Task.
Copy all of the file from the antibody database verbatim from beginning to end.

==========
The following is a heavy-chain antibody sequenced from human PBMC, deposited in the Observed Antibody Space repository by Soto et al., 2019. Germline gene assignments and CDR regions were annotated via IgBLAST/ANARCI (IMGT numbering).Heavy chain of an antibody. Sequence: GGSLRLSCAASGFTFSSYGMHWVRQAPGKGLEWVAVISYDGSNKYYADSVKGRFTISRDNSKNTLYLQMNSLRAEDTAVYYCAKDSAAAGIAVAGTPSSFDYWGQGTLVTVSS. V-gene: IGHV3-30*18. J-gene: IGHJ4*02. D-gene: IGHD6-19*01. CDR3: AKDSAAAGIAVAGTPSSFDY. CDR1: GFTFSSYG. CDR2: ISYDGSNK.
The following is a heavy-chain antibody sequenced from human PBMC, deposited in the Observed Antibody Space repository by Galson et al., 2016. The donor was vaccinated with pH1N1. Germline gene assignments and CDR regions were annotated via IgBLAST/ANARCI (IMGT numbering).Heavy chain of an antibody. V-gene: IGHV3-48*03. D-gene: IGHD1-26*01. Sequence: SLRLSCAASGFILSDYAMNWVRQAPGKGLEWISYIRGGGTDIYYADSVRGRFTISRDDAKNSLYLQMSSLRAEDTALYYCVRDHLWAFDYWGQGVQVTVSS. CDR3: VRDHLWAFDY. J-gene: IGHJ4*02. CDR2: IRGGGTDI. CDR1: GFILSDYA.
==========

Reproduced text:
The following is a heavy-chain antibody sequenced from human PBMC, deposited in the Observed Antibody Space repository by Soto et al., 2019. Germline gene assignments and CDR regions were annotated via IgBLAST/ANARCI (IMGT numbering).Heavy chain of an antibody. Sequence: GGSLRLSCAASGFTFSSYGMHWVRQAPGKGLEWVAVISYDGSNKYYADSVKGRFTISRDNSKNTLYLQMNSLRAEDTAVYYCAKDSAAAGIAVAGTPSSFDYWGQGTLVTVSS. V-gene: IGHV3-30*18. J-gene: IGHJ4*02. D-gene: IGHD6-19*01. CDR3: AKDSAAAGIAVAGTPSSFDY. CDR1: GFTFSSYG. CDR2: ISYDGSNK.
The following is a heavy-chain antibody sequenced from human PBMC, deposited in the Observed Antibody Space repository by Galson et al., 2016. The donor was vaccinated with pH1N1. Germline gene assignments and CDR regions were annotated via IgBLAST/ANARCI (IMGT numbering).Heavy chain of an antibody. V-gene: IGHV3-48*03. D-gene: IGHD1-26*01. Sequence: SLRLSCAASGFILSDYAMNWVRQAPGKGLEWISYIRGGGTDIYYADSVRGRFTISRDDAKNSLYLQMSSLRAEDTALYYCVRDHLWAFDYWGQGVQVTVSS. CDR3: VRDHLWAFDY. J-gene: IGHJ4*02. CDR2: IRGGGTDI. CDR1: GFILSDYA.